Belarus Jails Two Protest Leaders as Opposition Woos EU
(Bloomberg) -- Belarus jailed two leaders of the largest protests against President Alexander Lukashenko in the country’s history, a shift in tactic after police violence against peaceful demonstrators sparked widespread outrage.
The arrests came after huge crowds gathered in the capital Minsk on Sunday for the second week following the contested Aug. 9 presidential election and as strikes across the country drag on the economy. Opposition leader Sviatlana Tsikhanouskaya addressed the European Parliament Tuesday with a call for a new vote.
“In the past two weeks the Belarusians have showed that they will not relent and they will not give up,” Tsikhanouskaya said via video conference from Lithuania, where she fled after the elections. “The will of the people will not be broken.”
Police detained several leaders of strike committees in the country’s large state-owned enterprises, including Soligorsk-based potash maker Belaruskali and at least two major factories in the capital Minsk.
Two members of the opposition’s coordination council, Volha Kavalkova and Siarhei Dyleuski, who is also on the strike committee at Minsk Tractor Plant, were sentenced to 10 days in prison, according to the council’s press service.
The detentions are the first of opposition leaders since former banker Viktor Babariko was jailed in June. Police tried to use violence to quash the first round of protests, killing at least five people according to Minsk-based human rights center Viasna and allegedly torturing some of the 7,000 people who were detained.
Lukashenko, who has ruled Belarus for 26 years, has cracked down on dissent since the vote. Several dozen websites critical of the government remain blocked and at least four newspapers, including Russian-owned Komsomolskaya Pravda, were unable to get printed in a state-owned publishing house.
Tsikhanouskaya, who was Lukashenko’s main challenger, said in her address that the protests are not geopolitical and called for dialog with the ruling regime. The U.S. and EU have denounced the elections and called for talks.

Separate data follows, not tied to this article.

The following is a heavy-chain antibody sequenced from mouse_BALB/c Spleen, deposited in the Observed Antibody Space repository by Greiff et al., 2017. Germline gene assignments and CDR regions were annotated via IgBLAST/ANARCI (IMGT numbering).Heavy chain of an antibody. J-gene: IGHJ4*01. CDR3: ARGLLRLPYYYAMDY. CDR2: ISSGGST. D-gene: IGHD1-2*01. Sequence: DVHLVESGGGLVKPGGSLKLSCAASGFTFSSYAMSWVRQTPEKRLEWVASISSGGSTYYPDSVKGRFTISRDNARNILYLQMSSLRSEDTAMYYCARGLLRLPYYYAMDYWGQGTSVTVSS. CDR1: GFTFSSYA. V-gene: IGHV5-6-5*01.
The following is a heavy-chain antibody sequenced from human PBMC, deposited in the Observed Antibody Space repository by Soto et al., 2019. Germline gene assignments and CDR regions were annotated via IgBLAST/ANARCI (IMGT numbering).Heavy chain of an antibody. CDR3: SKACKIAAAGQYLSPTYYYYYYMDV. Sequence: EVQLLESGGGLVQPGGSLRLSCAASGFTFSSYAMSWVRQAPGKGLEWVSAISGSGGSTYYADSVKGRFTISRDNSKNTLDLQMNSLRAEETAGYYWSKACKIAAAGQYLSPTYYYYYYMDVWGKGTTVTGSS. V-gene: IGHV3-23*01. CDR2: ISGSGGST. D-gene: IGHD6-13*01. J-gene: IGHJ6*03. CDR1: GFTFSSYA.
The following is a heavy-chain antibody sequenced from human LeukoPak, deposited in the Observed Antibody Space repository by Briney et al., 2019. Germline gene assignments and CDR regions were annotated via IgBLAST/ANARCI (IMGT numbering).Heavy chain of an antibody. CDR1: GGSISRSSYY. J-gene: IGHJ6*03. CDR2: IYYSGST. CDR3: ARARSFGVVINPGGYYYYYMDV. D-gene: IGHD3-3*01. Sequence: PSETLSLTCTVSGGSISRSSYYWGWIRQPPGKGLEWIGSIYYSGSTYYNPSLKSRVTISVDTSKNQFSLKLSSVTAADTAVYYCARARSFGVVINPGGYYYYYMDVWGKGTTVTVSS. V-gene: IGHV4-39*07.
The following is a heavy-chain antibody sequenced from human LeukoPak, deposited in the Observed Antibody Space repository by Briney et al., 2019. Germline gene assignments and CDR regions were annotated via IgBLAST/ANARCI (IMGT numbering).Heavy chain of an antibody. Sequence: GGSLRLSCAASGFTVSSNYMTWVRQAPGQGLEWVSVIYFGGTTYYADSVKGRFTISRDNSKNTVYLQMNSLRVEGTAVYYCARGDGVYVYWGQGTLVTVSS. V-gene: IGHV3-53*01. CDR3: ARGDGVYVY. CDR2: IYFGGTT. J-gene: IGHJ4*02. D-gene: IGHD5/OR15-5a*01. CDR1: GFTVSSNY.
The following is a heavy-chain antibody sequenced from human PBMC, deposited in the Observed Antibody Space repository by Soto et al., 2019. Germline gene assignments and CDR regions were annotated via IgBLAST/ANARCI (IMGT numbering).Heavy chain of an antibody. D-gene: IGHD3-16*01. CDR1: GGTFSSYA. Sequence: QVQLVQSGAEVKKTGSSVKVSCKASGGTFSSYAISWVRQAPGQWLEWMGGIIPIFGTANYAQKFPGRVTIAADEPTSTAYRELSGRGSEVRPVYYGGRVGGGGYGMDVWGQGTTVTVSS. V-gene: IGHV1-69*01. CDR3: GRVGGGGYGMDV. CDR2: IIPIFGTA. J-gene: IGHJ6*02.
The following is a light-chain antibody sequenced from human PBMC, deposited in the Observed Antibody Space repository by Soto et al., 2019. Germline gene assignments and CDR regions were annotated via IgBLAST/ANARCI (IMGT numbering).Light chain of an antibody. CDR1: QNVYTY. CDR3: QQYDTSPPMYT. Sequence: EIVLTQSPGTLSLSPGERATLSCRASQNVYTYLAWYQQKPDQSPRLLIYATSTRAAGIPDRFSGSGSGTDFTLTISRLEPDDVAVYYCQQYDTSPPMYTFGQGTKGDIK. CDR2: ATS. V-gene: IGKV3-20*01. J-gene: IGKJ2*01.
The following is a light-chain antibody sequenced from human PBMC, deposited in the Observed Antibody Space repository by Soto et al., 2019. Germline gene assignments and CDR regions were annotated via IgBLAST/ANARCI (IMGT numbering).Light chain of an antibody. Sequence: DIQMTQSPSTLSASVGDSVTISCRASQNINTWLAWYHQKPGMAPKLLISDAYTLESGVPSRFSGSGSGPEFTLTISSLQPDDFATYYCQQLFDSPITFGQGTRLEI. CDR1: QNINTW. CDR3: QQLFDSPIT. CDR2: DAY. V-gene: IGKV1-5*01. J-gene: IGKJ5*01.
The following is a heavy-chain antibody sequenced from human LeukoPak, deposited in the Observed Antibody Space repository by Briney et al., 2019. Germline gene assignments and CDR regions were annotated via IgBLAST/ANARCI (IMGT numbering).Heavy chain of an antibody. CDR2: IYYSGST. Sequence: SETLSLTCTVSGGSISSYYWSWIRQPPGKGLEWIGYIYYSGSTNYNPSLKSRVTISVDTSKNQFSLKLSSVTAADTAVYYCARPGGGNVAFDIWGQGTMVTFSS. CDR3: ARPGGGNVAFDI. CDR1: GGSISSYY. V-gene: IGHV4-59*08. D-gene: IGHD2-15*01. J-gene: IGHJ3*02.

European Union foreign ministers may give the go-ahead during an Aug. 27-28 meeting in Berlin to blacklist 15 to 20 Belarusian officials deemed responsible for repression and election fraud, a senior EU official told reporters Tuesday on the usual condition of anonymity.
The official didn’t disclose the identities of any Belarusians to be put on the European blacklist, which involves asset freezes and travel bans.
Undermining ties with Russia is “not in the interest of Belarusian society, the majority of which is represented by the coordination council,” opposition politician Pavel Latushka said in an interview with Bloomberg. “Belarus should become a strong concrete bridge between Russia and the West.”
The Kremlin, which has congratulated Lukashenko on his victory, welcomes the opposition’s willingness to partner with Russia, President Vladimir Putin’s spokesman Dmitry Peskov said Tuesday on a conference call with reporters.
The authorities have resisted any negotiations. The coordinating council of the opposition is unconstitutional, state-owned news agency Belta reported, citing Chairman of the Constitutional Court Piotr Miklashevich.
Nobel Prize-winning author Svetlana Alexievich, a member of the council and a prominent critic of Lukashenko, has been summoned for questioning on Wednesday.
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